Movie Review: District 9

For decades, Hollywood has been fascinated with the concept of life on other planets. The first films about extraterrestrial life began as ones where the aliens were portrayed as villainous, inhumane creatures looking to enslave the human race. Then, in the late 1970s, things turned around when Steven Spielberg proposed the idea that maybe the invading aliens were nothing but friendly, curious creatures. Stemming from that idea is “District 9,” one of the biggest surprises of the summer.

“District 9″ takes us to Johannesburg, South Africa’s largest city. One day, a giant alien space ship stops and hovers over the city. The ships stands hovering over the city for 20 years. Eventually, the government opens the ship up to find an entire alien colony inside. With the ship immobile and the aliens stuck on Earth, the humans decide to segregate them into an area called District 9. We are never told what their race is called or what planet they are from, but simply that humans give them the derogatory name of “Prawn.”
While in Johannesburg, the Prawns are mistreated and District 9 turns into a slum. The government plans a giant relocation project for the alien community. This mission is led by Wikus Van De Merwe (Sharlto Copley). At first, Wikus finds him self battling Prawns. Soon however, he finds himself all to close to them.
A lot has been written in recent weeks about the many feats pulled of by “District 9.” Most articles have focused on the film’s extremely low budget ($30 million) and it’s starless cast and first time director. They act like these are impediments, but in fact they are benefits. These elements just serve to make “District 9″ more original and more refreshing. The blockbuster and the sci-fi thriller seem to be dying thanks to uninspired ideas and adaptations of toys and video games. Here is the first sci-fi thriller I’ve seen in a long time that is totally inspired and totally new. 
The first time director at the helm of “District 9″ is Neill Blomkamp. Although it’s only his feature debut, he directs like a pro. Much of “District 9″ is shot in documentary style. A majority of the movie is taken from security camera shots and news footage. However, the whole film isn’t shot in documentary style. It transitions at times to a typical filmmaking style. The film always transitions smoothly between these two styles. Often when a film attempts to balance out these two styles, it usually turns out poorly (for example, “Public Enemies”). “District 9″ does the rare thing that most experienced filmmakers rarely achieves and makes a successful film that is part mockumentary, part narrative.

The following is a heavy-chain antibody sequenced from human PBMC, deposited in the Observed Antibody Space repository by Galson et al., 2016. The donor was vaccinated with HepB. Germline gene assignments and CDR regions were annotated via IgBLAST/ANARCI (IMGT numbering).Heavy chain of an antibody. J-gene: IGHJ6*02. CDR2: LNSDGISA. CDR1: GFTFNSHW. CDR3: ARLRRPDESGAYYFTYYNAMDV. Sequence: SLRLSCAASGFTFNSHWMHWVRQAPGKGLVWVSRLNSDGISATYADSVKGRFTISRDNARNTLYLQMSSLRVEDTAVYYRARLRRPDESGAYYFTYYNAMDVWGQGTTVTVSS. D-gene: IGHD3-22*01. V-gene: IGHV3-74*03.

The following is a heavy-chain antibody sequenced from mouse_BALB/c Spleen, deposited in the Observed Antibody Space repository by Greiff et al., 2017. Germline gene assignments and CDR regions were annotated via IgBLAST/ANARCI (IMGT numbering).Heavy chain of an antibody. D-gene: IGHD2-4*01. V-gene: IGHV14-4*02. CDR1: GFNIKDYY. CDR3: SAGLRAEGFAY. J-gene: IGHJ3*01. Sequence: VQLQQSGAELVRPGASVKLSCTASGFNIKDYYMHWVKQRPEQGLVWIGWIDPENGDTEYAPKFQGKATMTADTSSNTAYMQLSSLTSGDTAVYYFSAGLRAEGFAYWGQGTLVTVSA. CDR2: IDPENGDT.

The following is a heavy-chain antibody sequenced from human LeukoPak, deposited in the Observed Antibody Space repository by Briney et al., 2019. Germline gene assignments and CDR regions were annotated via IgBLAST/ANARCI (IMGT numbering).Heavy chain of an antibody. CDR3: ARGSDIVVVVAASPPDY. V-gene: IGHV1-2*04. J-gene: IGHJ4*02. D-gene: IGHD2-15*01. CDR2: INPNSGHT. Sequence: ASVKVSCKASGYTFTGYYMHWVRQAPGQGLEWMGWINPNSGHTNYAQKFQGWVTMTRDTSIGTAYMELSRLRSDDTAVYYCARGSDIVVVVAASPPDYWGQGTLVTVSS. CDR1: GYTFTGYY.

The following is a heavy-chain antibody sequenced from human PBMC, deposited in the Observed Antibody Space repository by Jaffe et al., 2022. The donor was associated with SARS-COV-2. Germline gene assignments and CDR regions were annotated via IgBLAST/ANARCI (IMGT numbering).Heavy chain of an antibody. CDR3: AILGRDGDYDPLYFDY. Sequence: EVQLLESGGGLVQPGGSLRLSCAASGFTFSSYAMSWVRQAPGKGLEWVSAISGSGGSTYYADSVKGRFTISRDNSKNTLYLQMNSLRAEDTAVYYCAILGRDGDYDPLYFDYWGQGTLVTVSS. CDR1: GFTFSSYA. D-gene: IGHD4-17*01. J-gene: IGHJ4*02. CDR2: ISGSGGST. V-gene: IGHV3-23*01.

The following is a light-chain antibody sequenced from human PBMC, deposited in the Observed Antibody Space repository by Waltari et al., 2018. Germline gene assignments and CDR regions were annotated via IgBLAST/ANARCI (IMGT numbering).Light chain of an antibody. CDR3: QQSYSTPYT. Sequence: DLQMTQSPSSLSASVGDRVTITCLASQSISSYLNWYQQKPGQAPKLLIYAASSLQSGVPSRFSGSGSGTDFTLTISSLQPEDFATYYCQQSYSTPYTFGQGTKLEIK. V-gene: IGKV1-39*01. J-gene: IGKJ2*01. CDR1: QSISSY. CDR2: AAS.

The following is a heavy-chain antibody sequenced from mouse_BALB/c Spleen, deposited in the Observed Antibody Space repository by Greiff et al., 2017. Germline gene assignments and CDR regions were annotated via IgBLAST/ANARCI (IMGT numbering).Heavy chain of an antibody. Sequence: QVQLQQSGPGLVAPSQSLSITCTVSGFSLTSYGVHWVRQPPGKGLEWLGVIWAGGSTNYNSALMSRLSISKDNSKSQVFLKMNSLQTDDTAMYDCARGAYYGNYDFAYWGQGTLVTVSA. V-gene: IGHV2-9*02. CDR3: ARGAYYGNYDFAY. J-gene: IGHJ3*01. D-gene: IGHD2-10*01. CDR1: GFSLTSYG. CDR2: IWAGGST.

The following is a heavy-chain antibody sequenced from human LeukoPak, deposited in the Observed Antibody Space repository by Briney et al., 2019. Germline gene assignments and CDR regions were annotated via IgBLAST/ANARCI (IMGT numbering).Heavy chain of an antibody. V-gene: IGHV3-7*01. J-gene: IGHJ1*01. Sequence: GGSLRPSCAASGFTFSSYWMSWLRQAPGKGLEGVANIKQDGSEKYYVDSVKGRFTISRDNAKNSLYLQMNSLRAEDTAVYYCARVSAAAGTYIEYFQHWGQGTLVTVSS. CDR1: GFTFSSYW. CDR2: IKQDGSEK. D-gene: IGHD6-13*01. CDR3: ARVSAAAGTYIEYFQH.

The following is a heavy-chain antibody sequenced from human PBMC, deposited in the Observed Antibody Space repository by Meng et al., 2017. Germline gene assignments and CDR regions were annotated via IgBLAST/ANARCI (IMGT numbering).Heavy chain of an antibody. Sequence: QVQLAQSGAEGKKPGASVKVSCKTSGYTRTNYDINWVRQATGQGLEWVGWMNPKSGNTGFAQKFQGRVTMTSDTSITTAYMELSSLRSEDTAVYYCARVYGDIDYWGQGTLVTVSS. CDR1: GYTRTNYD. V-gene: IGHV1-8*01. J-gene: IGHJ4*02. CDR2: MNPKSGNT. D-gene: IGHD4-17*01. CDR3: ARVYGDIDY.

The typical blockbuster has needed a big makeover in recent years. Films like “Transformers” and “G.I. Joe” have nearly destroyed the idea that entertaining action films can also have a brain. “District 9″ brings the brain back to sci-fi. 
Part of “District 9″‘s big brain comes from the fact that it’s an allegory on apartheid. This makes sense as to why exactly the film is set in South Africa; it’s a country that was once torn apart by bitter racial apartheid. This time, the apartheid is against the aliens. The message here isn’t just that apartheid is bad, it’s that the forced segregation of any being ends up de-humanizing further those who aren’t being segregated. It’s not the aliens that look like monsters here, it’s the people.
While most have talked about the film’s connection to apartheid, it also mirrors several other current events. District 9 resembles the slums of Mumbai, and the way that South Africans talk about the visiting Prawns sounds a little bit like the way some people talk about illegal immigrants in this country.
The aliens of “District 9″ look like giant grasshoppers who talk like Jabba the Hut. But it’s not so much the appearance that is groundbreaking but rather the personalities of the aliens. Even though they are aliens, they behave like people. They raise families, they buy food, and they live in houses. The alien Christopher’s troubles makes him seem basically like a human being.
“District 9″ is not the best sci-fi film ever made, but it’s the best one that’s come out in years. It contains some incredible action sequences involving a vaporizer gun. The film also has an ongoing, very dark sense of humor and the emotional finale in a sci-fi film since “Blade Runner.”
Already a huge success, there has already been talk of a sequel for “District 9.” I usually am not a huge fan of sequels, but this is one the few films that I actually would want a sequel for. That is just how much I liked the characters, and just how much I liked the movie. “District 9″ proves that in an unoriginal world, a little bit of unique ideas can go a long way.
Recommended for Fans of: Close Encounters of the Third Kind, E.T., Blade Runner, Alien, Cloverfield